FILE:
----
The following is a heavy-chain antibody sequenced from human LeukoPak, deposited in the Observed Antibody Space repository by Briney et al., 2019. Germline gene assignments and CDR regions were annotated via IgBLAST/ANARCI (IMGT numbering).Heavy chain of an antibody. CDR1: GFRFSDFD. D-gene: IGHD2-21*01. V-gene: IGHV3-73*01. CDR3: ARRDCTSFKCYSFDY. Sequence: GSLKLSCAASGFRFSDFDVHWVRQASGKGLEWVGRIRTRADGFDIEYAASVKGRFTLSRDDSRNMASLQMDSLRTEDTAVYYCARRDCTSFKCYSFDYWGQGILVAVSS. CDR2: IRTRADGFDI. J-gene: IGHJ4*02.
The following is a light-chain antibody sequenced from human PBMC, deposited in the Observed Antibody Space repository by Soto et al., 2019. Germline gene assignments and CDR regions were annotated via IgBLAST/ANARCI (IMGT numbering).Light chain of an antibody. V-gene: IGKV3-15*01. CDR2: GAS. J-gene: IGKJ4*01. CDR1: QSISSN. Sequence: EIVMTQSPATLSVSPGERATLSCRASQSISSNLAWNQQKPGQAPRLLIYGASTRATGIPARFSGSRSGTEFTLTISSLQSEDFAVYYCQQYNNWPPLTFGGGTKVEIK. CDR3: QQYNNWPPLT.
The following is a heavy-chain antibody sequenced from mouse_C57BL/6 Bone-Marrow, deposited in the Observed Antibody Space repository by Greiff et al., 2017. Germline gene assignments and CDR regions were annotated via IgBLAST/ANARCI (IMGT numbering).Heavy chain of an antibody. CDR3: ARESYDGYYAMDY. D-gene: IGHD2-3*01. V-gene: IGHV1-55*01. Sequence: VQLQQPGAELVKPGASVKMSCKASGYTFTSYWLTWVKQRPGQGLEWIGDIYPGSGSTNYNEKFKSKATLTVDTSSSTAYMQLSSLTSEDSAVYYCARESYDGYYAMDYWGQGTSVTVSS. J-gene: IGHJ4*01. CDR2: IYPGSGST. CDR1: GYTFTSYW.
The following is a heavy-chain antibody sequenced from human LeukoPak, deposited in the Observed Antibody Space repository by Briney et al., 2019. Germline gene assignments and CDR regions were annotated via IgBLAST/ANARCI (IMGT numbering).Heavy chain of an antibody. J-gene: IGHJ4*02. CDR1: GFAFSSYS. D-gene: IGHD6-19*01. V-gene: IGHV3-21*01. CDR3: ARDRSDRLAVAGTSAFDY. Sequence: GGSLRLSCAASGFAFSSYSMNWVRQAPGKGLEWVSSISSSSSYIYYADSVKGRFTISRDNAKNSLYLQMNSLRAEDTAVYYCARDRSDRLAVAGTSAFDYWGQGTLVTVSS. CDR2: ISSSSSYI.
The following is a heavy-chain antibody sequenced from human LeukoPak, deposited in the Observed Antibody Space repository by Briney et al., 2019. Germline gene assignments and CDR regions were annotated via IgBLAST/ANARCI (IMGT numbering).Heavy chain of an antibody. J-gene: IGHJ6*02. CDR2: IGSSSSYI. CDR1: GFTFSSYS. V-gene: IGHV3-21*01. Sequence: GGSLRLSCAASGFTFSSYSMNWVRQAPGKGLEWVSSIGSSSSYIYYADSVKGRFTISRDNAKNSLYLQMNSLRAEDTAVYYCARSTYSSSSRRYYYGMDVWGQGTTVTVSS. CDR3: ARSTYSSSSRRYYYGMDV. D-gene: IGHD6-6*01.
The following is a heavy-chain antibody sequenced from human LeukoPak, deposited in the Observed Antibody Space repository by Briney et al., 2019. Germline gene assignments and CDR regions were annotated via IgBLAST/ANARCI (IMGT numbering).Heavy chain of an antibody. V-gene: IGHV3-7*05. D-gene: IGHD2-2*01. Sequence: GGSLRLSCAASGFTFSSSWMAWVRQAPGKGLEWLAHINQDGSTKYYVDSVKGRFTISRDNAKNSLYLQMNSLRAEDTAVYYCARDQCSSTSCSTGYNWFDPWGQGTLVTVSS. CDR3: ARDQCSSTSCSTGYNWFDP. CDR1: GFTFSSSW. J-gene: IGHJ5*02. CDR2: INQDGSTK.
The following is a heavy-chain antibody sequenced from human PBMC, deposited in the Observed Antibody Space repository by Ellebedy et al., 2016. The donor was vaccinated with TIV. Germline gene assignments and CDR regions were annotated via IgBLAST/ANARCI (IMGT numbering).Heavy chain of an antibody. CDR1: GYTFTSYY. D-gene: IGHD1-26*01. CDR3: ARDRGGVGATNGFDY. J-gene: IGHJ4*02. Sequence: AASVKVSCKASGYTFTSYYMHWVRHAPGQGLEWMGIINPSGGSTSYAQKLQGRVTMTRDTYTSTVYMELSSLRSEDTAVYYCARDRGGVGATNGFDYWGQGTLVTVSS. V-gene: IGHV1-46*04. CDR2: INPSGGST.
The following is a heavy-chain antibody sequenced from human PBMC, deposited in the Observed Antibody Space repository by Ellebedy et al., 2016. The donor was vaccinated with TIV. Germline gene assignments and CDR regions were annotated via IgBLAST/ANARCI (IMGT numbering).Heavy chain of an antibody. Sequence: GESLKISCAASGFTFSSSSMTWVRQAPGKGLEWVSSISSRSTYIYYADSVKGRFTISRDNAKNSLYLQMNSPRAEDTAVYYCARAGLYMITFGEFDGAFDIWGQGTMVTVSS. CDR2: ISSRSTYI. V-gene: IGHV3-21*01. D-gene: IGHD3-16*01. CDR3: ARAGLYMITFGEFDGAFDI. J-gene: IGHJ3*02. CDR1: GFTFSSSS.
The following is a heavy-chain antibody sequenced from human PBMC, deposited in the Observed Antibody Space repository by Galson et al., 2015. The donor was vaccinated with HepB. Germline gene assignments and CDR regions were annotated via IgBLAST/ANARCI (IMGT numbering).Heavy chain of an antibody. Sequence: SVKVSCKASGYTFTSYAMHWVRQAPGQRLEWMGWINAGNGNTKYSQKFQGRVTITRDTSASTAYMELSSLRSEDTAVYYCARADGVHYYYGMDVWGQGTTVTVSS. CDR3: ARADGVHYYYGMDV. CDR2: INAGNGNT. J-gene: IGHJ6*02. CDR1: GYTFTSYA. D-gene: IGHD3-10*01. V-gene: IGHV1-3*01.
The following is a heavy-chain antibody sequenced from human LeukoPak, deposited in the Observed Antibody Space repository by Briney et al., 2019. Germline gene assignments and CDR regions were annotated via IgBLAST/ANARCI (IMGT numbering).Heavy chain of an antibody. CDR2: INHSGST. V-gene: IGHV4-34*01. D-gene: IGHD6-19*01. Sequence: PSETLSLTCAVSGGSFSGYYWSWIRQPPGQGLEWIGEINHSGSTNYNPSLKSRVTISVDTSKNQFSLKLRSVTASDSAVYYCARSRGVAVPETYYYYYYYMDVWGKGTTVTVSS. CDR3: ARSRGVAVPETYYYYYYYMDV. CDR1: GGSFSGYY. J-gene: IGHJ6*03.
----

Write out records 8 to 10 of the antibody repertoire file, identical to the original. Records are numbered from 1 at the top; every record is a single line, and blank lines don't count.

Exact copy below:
The following is a heavy-chain antibody sequenced from human PBMC, deposited in the Observed Antibody Space repository by Ellebedy et al., 2016. The donor was vaccinated with TIV. Germline gene assignments and CDR regions were annotated via IgBLAST/ANARCI (IMGT numbering).Heavy chain of an antibody. Sequence: GESLKISCAASGFTFSSSSMTWVRQAPGKGLEWVSSISSRSTYIYYADSVKGRFTISRDNAKNSLYLQMNSPRAEDTAVYYCARAGLYMITFGEFDGAFDIWGQGTMVTVSS. CDR2: ISSRSTYI. V-gene: IGHV3-21*01. D-gene: IGHD3-16*01. CDR3: ARAGLYMITFGEFDGAFDI. J-gene: IGHJ3*02. CDR1: GFTFSSSS.
The following is a heavy-chain antibody sequenced from human PBMC, deposited in the Observed Antibody Space repository by Galson et al., 2015. The donor was vaccinated with HepB. Germline gene assignments and CDR regions were annotated via IgBLAST/ANARCI (IMGT numbering).Heavy chain of an antibody. Sequence: SVKVSCKASGYTFTSYAMHWVRQAPGQRLEWMGWINAGNGNTKYSQKFQGRVTITRDTSASTAYMELSSLRSEDTAVYYCARADGVHYYYGMDVWGQGTTVTVSS. CDR3: ARADGVHYYYGMDV. CDR2: INAGNGNT. J-gene: IGHJ6*02. CDR1: GYTFTSYA. D-gene: IGHD3-10*01. V-gene: IGHV1-3*01.
The following is a heavy-chain antibody sequenced from human LeukoPak, deposited in the Observed Antibody Space repository by Briney et al., 2019. Germline gene assignments and CDR regions were annotated via IgBLAST/ANARCI (IMGT numbering).Heavy chain of an antibody. CDR2: INHSGST. V-gene: IGHV4-34*01. D-gene: IGHD6-19*01. Sequence: PSETLSLTCAVSGGSFSGYYWSWIRQPPGQGLEWIGEINHSGSTNYNPSLKSRVTISVDTSKNQFSLKLRSVTASDSAVYYCARSRGVAVPETYYYYYYYMDVWGKGTTVTVSS. CDR3: ARSRGVAVPETYYYYYYYMDV. CDR1: GGSFSGYY. J-gene: IGHJ6*03.